As the hon. Lady will recognise, the UK’s long-standing position is that it is for India and Pakistan to find a lasting solution to the situation in Kashmir, taking into account the wishes of the Kashmiri people. It is not for the UK either to prescribe some sort of solution or to play a mediation role.
In the context of continued reports of human rights violations in Kashmir, will the Minister commit to placing human rights and a peace process for Kashmir firmly on the table as part of any new trade and labour market negotiations with India and Pakistan?
I am very happy to do that. I visited India only last month and was able to discuss the Kashmiri situation. I am hoping to go to Pakistan in the next few weeks, and I will do likewise there. I think all of us in the House recognise that there are human rights concerns throughout both India-administered and Pakistan-administered Kashmir. We continue to encourage all states to ensure that domestic laws are in line with international standards but, as the hon. Lady rightly says, those human rights issues need to be taken into account when it comes to trade and all the other important work that goes on.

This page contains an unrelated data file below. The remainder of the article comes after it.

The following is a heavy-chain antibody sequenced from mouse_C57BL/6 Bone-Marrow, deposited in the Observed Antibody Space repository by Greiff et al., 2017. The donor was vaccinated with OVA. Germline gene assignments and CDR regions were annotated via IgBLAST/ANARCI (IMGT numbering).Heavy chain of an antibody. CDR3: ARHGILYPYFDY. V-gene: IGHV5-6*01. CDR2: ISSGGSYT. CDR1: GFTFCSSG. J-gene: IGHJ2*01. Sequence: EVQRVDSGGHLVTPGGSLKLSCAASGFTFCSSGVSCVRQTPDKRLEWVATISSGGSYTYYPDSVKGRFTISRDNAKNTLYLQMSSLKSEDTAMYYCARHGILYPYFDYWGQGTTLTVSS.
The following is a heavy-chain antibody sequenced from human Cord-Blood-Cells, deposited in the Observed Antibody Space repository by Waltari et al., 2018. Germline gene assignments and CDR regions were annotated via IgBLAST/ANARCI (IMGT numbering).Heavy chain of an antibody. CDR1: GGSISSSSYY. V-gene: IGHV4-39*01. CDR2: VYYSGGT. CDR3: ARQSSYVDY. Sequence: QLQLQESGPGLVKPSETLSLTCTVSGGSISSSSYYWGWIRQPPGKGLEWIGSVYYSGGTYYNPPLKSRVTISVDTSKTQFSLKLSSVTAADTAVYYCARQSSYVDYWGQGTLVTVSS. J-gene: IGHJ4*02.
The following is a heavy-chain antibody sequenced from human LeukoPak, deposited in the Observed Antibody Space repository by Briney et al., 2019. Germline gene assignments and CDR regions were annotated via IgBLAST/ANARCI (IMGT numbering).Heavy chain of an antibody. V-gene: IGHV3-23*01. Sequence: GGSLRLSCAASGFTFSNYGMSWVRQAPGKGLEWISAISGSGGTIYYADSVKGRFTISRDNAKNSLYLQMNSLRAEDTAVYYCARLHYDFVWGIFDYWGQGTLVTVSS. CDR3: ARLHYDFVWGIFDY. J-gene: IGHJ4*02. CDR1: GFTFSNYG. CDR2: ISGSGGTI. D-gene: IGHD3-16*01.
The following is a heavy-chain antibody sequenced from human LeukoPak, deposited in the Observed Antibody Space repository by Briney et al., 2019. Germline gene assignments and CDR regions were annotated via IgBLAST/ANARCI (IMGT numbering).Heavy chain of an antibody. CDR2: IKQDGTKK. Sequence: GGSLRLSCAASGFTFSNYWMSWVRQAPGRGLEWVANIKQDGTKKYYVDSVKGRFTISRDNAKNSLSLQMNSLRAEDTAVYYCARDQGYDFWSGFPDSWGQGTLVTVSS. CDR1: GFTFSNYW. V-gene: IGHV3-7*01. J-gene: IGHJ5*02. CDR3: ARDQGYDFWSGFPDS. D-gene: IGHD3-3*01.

There have been threats from both sides to target nuclear facilities, and talks at the South Asian Association for Regional Co-operation have broken down, so what exactly will the Government and the Foreign Secretary do to defuse those tensions and promote dialogue?
Obviously we will do our part within the international community—as a member of the P5 at the UN, for example—to encourage all sides to maintain a positive dialogue, but the pace and scope of that must be for India and Pakistan to determine. We cannot insist on that. As I have said, we will continue to discuss the Kashmiri issue at every opportunity, both here in London, and out in Islamabad or New Delhi.